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How to Reverse Natural Logarithm to Initial Data in Excel

Researchers often use the natural logarithm form (Ln) transformation. In the previous article, I have written about How to Transform Data into Natural Logarithm (Ln) in Excel.

For those who haven’t read it yet, you can open the article entitled: “How to Transform Data into Natural Logarithm (Ln) in Excel.” Based on this article, we can easily transform data into natural logarithms.

However, sometimes when conducting data analysis, we may focus too much on using the transformed data. Whereas in descriptive analysis, we need initial data before the transformation.

Suppose you have already transformed research data into a natural logarithm (Ln) and do not have good data storage management. Maybe, you might not be able to access the initial data of your research.

It could be because you are in a hurry to save the transformed file without backing up your initial data. Perhaps, you have a problem with your computer that you lose access to the initial data of your research.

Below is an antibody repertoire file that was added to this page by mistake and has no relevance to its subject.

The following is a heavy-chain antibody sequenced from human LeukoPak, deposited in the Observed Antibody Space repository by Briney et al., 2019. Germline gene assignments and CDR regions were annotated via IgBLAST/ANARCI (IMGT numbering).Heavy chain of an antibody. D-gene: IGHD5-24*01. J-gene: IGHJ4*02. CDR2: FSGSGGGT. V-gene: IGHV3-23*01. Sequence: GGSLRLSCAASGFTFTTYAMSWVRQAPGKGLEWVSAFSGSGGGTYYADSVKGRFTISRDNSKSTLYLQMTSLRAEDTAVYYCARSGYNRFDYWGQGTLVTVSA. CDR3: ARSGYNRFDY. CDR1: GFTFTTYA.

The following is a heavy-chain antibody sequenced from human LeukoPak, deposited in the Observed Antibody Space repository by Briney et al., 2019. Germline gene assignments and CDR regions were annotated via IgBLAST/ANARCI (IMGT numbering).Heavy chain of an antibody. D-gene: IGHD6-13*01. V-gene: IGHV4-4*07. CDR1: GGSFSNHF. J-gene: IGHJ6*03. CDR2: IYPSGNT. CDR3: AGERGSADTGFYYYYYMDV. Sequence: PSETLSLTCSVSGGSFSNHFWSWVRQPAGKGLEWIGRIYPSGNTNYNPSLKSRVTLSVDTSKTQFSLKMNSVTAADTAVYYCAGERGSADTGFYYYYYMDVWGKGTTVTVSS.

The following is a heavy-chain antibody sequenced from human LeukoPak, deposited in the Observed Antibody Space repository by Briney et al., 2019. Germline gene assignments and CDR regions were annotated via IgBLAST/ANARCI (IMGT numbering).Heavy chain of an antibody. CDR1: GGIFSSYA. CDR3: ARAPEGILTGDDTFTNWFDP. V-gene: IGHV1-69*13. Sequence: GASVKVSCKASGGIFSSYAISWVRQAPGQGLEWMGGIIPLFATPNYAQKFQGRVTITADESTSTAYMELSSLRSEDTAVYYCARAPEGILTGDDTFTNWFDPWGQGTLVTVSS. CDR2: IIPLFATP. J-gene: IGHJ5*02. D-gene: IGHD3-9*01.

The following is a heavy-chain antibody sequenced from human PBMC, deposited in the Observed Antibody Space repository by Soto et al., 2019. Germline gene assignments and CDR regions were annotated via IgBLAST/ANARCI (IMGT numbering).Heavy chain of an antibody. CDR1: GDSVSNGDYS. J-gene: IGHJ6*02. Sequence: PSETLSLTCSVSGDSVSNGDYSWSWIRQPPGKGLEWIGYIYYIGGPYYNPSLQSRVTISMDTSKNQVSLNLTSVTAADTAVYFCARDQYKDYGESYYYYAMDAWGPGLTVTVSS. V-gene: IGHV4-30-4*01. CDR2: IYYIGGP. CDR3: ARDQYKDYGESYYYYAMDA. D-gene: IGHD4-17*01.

Kanda data, on this occasion, provide a solution regarding how to reverse natural logarithm to initial data in Excel. The method is also very easy as we do the initial data transformation into natural logarithmic form in Excel.

To make the exercise easier, I will use an example of a research case entitled: Effect of income and population on rice consumption. The variables used consist of one dependent variable (rice consumption) and two independent variables (income and population). The data from the transformation into the natural logarithm (Ln) can be seen in the table below:

In the first step, you create 3 additional columns in Excel and write the labels with Rice Consumption (Y) -Million Tons, Income (X1) -Million per capita, and Population (X2) – Million people, respectively. Then you write the formula as follows:

=EXP(…)

=EXP(first data from variable LnY)

=EXP(2.48)

=12.00

In more detail, you can see in the image below:

Based on the calculations using the excel formula, the reverse of the Ln result of 2.48 is 12.00. Next, you copy-paste the formula up to the last of the LnY variable. In the same way, you transform it for the LnX1 and LnX2 variables.

The results of the reverse of natural logarithm data into the initial data that I have finished can see in the table below:

Well, that’s all I can convey about how to reverse natural logarithm to initial data in Excel. I hope it will be beneficial for you. See you in the next article!

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